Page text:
Column: How Can I Do Better?

By Icy Frantz

Five pretty simple words, right?

Just last week I heard them, out of the mouth of an impressive young man who was applying for a scholarship for his senior year of college. And those five simple words struck me.

Maybe it was the fact that he was doing so well despite the adversity in his life; maybe it was his earnestness. Or maybe that remarkable young man, with his whole life in front of him, gave me hope, because he stopped and humbly asked the question. It made me teary.

Admittingly, tears come easily for me, but his words – those five simple words – are something we need to hear more of, and not just from the young in interviews, classrooms, and on the sidelines of athletic fields but from everyone, actually, no matter our age.

In fact, if we all took the lead from this young man, our personal lives would be better, the world would be better.

Let’s start with the personal.

I received an email the other day from an acquaintance. To be fair, the author doesn’t really know me, but she insinuated that I was not doing enough to bring about change.

My knee jerk reaction was defensive.

In my head I argued that I am doing my best; I already do a lot. I have no more time.

And then I turned to friends and colleagues – as I often do – in search of support. I knew I would get it, and I did.

But I couldn’t shed the message conveyed in that email, and I did not find relief from the support I received. I had to consider why I felt so triggered.

Sure, my life is busy, and I am grateful to be involved with some amazing institutions and people, but sometimes I wonder if I am intentional about the way I spend my time. Am I putting my energy into the right things?

I felt a familiar tug on my heart.

What if, rather than getting defensive, I had asked the question, “How can I do better”? To my correspondent? To myself?

Defending my decisions kept me closed to the possibilities that the question may have unearthed.

A funny thing happens in our brain when we ask a question. Questions stimulate the brain and release serotonin which relaxes the brain and allows it to the work better. In particular, the frontal lobe is programed to look for answers, and it doesn’t stop; it keeps digging until it has contemplated many solutions.

But we often steer clear from asking questions like – How can I do better? because the answer might give us more to do or may be critical of what we are already doing. And our pride tells us, “I got this. I know what I am doing.”

Yet, I would argue that the question is actually liberating. Perhaps the answer isn’t more, but different; maybe it suggests a shift. Maybe the question makes room for us to be open to another answer.

Now sometimes, we are offered unsolicited advice on how to do better. I find that rather annoying, although, that advice, can also have value.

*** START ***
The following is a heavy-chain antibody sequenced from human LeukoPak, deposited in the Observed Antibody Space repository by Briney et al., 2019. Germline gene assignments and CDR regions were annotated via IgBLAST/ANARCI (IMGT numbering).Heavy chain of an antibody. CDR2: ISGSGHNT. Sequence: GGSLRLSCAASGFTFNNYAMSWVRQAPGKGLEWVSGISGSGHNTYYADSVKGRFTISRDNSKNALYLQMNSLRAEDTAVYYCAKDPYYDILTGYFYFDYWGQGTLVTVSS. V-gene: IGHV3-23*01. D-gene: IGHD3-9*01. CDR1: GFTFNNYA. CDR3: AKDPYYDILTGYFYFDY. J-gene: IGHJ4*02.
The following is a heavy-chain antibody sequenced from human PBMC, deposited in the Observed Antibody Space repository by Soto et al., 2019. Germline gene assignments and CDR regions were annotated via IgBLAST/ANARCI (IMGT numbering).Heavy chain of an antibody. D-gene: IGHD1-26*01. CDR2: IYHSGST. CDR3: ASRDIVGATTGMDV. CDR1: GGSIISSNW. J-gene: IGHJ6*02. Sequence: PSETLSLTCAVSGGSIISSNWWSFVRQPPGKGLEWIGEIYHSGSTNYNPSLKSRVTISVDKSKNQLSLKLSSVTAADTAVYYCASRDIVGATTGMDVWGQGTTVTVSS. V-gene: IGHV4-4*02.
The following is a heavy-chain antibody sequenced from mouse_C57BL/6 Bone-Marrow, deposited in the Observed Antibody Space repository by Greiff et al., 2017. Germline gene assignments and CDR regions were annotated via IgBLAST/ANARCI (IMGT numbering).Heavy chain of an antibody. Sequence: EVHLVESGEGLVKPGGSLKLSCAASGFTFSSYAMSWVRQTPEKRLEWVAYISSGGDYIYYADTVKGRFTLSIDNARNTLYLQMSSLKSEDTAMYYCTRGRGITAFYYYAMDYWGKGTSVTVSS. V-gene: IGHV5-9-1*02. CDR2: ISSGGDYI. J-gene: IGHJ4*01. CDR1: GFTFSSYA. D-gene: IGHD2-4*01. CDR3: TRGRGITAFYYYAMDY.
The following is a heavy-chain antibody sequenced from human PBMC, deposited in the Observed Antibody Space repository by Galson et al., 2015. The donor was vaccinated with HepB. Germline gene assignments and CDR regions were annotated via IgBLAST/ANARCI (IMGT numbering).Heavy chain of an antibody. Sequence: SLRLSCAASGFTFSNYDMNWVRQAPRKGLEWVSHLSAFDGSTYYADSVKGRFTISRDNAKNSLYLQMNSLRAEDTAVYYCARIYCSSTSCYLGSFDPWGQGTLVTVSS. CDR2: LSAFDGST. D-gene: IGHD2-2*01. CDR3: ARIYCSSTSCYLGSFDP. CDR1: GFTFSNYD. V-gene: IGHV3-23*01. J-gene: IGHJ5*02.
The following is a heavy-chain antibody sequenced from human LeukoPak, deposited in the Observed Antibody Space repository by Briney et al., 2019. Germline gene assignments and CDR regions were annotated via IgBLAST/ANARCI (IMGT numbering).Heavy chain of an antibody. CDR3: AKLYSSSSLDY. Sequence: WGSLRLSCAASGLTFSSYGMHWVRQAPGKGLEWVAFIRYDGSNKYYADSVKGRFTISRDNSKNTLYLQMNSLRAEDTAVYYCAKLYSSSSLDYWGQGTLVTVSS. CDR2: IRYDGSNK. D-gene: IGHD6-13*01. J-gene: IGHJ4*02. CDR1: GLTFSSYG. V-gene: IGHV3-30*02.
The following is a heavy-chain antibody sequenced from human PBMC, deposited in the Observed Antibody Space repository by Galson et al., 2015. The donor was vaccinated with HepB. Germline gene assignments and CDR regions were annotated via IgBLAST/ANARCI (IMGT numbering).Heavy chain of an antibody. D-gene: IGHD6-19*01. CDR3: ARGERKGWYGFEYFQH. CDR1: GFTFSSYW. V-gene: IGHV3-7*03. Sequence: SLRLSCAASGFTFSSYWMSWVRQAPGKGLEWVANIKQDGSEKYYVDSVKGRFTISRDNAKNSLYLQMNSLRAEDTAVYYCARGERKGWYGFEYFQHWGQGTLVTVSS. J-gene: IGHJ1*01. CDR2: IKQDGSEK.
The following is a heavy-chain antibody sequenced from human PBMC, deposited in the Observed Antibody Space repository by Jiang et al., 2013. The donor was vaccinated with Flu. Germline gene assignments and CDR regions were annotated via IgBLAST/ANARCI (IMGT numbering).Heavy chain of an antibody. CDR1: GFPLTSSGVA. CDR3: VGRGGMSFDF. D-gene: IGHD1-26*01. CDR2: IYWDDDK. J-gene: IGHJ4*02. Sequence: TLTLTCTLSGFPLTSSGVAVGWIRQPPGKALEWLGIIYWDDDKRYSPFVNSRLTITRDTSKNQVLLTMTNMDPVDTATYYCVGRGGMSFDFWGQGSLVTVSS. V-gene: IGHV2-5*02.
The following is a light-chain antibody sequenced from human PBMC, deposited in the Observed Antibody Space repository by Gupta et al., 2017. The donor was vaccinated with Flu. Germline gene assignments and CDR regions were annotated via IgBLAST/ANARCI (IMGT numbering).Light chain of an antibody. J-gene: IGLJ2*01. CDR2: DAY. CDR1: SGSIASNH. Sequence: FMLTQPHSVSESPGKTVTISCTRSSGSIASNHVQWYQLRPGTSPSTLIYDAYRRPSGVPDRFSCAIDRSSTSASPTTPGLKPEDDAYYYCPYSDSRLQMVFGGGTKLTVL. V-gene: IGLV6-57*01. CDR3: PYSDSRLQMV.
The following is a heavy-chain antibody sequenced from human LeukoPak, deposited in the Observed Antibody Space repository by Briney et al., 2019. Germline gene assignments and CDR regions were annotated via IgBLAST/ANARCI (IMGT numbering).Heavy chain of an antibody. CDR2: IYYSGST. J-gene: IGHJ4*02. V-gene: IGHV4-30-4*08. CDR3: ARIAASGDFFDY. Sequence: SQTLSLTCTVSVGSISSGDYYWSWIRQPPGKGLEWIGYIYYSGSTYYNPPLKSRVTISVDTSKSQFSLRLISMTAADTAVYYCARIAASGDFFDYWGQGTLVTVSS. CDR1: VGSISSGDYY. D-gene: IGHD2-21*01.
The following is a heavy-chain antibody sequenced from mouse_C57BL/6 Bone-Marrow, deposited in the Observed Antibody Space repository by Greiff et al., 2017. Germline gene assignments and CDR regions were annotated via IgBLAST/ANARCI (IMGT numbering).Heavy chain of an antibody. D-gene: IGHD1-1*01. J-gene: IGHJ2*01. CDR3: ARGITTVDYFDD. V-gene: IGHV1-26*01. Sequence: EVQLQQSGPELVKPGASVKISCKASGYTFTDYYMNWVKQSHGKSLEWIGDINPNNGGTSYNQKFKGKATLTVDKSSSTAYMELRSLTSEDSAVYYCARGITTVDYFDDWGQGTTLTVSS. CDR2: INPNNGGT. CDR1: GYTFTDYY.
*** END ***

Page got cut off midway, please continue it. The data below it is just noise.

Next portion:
This happened recently at the driving range. I am not a golfer, but I like to hit balls. So, there I was, swinging and striking and muttering frustration to myself, when my husband offered his counsel on how I could do better. “Try shortening your swing,” he said.

“I’m good,” I replied, but tried it anyway. And low and behold – I was a golfer.

If you Google “how can I do better” – and yes, I did – you will find there are endless ways to improve oneself. In fact, the list is exhaustive.

This simple search informed me that there is a great willingness and desire to do better – in our relationships, with how we spend our time, and even on the golf course. TikTok demonstrates the best life hacks and YouTube videos teach us how to cook a better burger, how to get a better night sleep, and even how to make a better YouTube video.

And if we look beyond the personal, the question, or a similar configuration of it – how can we do better – is a good response to so many of the world’s ills.

We spend too much time digging in our heals and defending and explaining our position, and not enough time asking the question. Of course, having an opinion is not a bad thing, but if we want to move forward remaining open to another’s thought process is critical.

I try and stay away from politics in these pieces; however, this is not about one party or one policy. It’s about all of us and all of them.

Just a few weeks ago we lost more lives in Uvalde, Texas. What felt like a tragic déjà vu for many of us was personally devastating and heartbreaking for those closer to the scene. For parents, siblings, families, and friends, this meant the loss of loved ones- tragic, real and raw, forever.

Keeping our children safe is in the forefront of everyone I know, period, so, let’s ask the question – how can we do better? I don’t profess to have all of the answers, but a thorough examination of all possible solutions and action is imperative.

And if we all came to the negotiating table asking the question rather than offering our answer, I think we would have a better chance of getting somewhere.

Because if we don’t ask- how we can do better, I am deeply afraid that we will get more of the same, and that is simply unacceptable.

That young man dressed in a coat and tie, a little nervous staring out at a committee that was deciding his fate on scholarship funding, never intended his five simple words to have such impact. He was looking for honest feedback. He was open to suggestions. And what the world needs right about now is more of that.

We may not be looking out at a committee, hopeful for financial support, but we are looking out at our own lives, and out at a world that is in desperate need of help.

How can we do better? The answers are exhaustive.

If the future is in the hands of young men and women like the one I encountered last week, we just might find them.

Related Posts